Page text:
Neo4j has made many changes and improvements in its server and its query language in that time. However, as it has become successful commercially, it has made breaking API changes of one kind or another more and more regularly. In the last major release, version 4.0, Neo4j retired the REST endpoint on which REST::Neo4p was based. This endpoint was "entity-based", as it were, allowing direct access to nodes, relationships, and the like via entity IDs. It was well suited to the object (HAR HAR) of REST::Neo4p. But Neo4j decided to focus exclusively on its declarative query language Cypher, and to move away from the "graph walking" paradigm that the REST endpoint represented.
It was at this point that I hoped that REST::Neo4p could finally go on to its heavenly reward. But, alas, there were folks still using it who were bummed that it didn't work with 4.0. Thankfully, Arne Johannessen (AJNN) created Neo4::Driver, that does an excellent job of realizing the latest Neo4j "language driver" conventions. It also is based on the new server's so-called "HTTP" endpoint. This endpoint should last for at least a couple of years.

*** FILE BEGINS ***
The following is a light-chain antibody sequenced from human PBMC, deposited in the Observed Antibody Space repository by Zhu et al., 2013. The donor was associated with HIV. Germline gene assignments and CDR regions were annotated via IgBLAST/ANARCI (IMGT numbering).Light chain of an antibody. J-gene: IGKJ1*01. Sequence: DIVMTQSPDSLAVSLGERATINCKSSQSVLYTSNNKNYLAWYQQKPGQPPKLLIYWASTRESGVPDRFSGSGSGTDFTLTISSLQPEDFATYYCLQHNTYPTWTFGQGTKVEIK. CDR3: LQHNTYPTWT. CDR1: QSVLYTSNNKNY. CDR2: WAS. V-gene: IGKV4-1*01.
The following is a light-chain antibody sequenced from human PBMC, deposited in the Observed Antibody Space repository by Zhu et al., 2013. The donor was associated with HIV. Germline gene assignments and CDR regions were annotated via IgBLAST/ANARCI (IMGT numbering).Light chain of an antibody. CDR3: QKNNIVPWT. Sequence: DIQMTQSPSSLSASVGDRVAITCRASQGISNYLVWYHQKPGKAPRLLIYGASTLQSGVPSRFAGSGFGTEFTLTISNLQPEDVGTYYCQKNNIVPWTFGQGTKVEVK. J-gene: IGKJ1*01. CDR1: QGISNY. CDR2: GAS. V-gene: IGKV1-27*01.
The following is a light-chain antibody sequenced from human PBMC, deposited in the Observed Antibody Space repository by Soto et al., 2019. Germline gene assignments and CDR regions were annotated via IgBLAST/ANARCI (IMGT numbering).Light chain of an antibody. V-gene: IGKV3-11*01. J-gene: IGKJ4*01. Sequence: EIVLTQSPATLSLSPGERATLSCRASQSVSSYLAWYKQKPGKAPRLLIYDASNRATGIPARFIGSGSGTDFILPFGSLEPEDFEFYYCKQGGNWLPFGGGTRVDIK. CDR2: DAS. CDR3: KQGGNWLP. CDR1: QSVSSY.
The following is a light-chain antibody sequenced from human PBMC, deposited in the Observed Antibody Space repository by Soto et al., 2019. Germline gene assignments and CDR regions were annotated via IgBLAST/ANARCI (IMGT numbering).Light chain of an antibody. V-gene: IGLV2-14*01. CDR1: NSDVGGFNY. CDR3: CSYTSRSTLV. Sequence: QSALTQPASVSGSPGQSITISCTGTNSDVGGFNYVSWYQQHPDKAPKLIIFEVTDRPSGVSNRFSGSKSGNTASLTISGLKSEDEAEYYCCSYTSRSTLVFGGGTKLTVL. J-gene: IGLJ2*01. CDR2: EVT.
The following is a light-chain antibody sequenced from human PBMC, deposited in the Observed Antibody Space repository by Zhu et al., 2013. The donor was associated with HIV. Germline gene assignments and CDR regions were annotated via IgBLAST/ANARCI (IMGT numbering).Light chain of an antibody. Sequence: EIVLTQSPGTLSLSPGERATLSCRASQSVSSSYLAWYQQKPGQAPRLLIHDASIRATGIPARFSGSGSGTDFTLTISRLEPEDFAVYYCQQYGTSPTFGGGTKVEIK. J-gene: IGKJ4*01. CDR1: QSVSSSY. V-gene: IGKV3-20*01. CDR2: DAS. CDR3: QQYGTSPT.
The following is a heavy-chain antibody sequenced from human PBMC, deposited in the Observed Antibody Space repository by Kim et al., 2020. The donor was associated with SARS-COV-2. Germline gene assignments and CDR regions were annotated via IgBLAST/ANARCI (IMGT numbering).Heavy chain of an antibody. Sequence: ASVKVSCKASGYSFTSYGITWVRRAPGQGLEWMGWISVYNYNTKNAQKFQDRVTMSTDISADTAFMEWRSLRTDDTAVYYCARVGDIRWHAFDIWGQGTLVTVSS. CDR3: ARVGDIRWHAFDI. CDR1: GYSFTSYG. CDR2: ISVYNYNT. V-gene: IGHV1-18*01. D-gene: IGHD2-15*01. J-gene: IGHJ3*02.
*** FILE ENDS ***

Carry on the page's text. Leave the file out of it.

Thanks to Neo4j::Driver, REST::Neo4p 0.4000 can be used with Neo4j 4.0+ (as well as earlier versions with the HTTP endpoint), with almost all of its object mapping features in place. Ideally, it should just work with 4.0. If it doesn't, please create an issue.
The Neo4j::Driver "agent" in REST::Neo4p is really an emulation, using Cypher queries, of a large fraction of the original REST API. It probably is the limit to which the ideas can pushed. From here, Neo4j::Driver is the way forward in Perl 5, based as it is on declarative queries.
I hope the latest version will help those few folks who have come to REST::Neo4p over the years make the transition. It should allow you to avoid replicating your working code with a ton of irritating little frigging cypher queries everywhere. Since I did it. Yes, I do want a medal. Or maybe a fish slap.
By the way-- Neo4j's custom protocol over TCP - called Bolt - is a key component of their architecture, and I expect that the Bolt endpoint will ultimately rule them all. Arne and I are working on that; see, e.g., Neo4j::Bolt. A topic for another time.